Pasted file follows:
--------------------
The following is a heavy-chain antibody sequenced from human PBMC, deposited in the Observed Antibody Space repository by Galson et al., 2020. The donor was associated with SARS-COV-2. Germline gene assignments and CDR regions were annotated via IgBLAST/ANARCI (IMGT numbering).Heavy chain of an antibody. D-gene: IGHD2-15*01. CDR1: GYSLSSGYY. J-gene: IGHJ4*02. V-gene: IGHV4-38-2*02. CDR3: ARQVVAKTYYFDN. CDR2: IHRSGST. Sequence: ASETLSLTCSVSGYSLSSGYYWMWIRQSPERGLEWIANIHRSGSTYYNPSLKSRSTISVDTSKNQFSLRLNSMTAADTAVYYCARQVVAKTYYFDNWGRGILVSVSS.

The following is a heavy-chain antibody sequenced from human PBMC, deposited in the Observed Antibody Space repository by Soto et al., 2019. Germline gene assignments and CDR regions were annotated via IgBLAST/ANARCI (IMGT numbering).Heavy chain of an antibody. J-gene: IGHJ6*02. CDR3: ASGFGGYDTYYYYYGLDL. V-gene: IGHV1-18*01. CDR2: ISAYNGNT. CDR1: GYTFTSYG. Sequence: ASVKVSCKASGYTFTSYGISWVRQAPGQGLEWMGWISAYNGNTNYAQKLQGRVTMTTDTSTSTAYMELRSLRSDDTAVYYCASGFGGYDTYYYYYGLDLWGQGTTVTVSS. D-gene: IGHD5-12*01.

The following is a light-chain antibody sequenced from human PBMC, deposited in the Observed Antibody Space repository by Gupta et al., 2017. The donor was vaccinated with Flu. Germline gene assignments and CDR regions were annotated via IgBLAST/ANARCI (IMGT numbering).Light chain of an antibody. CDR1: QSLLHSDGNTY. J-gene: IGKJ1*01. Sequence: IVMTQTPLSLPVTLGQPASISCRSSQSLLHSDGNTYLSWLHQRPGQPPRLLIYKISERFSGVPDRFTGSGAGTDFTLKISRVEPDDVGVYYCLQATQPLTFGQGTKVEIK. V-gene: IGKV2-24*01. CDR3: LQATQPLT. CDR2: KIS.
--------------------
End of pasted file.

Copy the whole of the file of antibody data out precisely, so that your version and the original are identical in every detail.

The following is a heavy-chain antibody sequenced from human PBMC, deposited in the Observed Antibody Space repository by Galson et al., 2020. The donor was associated with SARS-COV-2. Germline gene assignments and CDR regions were annotated via IgBLAST/ANARCI (IMGT numbering).Heavy chain of an antibody. D-gene: IGHD2-15*01. CDR1: GYSLSSGYY. J-gene: IGHJ4*02. V-gene: IGHV4-38-2*02. CDR3: ARQVVAKTYYFDN. CDR2: IHRSGST. Sequence: ASETLSLTCSVSGYSLSSGYYWMWIRQSPERGLEWIANIHRSGSTYYNPSLKSRSTISVDTSKNQFSLRLNSMTAADTAVYYCARQVVAKTYYFDNWGRGILVSVSS.

The following is a heavy-chain antibody sequenced from human PBMC, deposited in the Observed Antibody Space repository by Soto et al., 2019. Germline gene assignments and CDR regions were annotated via IgBLAST/ANARCI (IMGT numbering).Heavy chain of an antibody. J-gene: IGHJ6*02. CDR3: ASGFGGYDTYYYYYGLDL. V-gene: IGHV1-18*01. CDR2: ISAYNGNT. CDR1: GYTFTSYG. Sequence: ASVKVSCKASGYTFTSYGISWVRQAPGQGLEWMGWISAYNGNTNYAQKLQGRVTMTTDTSTSTAYMELRSLRSDDTAVYYCASGFGGYDTYYYYYGLDLWGQGTTVTVSS. D-gene: IGHD5-12*01.

The following is a light-chain antibody sequenced from human PBMC, deposited in the Observed Antibody Space repository by Gupta et al., 2017. The donor was vaccinated with Flu. Germline gene assignments and CDR regions were annotated via IgBLAST/ANARCI (IMGT numbering).Light chain of an antibody. CDR1: QSLLHSDGNTY. J-gene: IGKJ1*01. Sequence: IVMTQTPLSLPVTLGQPASISCRSSQSLLHSDGNTYLSWLHQRPGQPPRLLIYKISERFSGVPDRFTGSGAGTDFTLKISRVEPDDVGVYYCLQATQPLTFGQGTKVEIK. V-gene: IGKV2-24*01. CDR3: LQATQPLT. CDR2: KIS.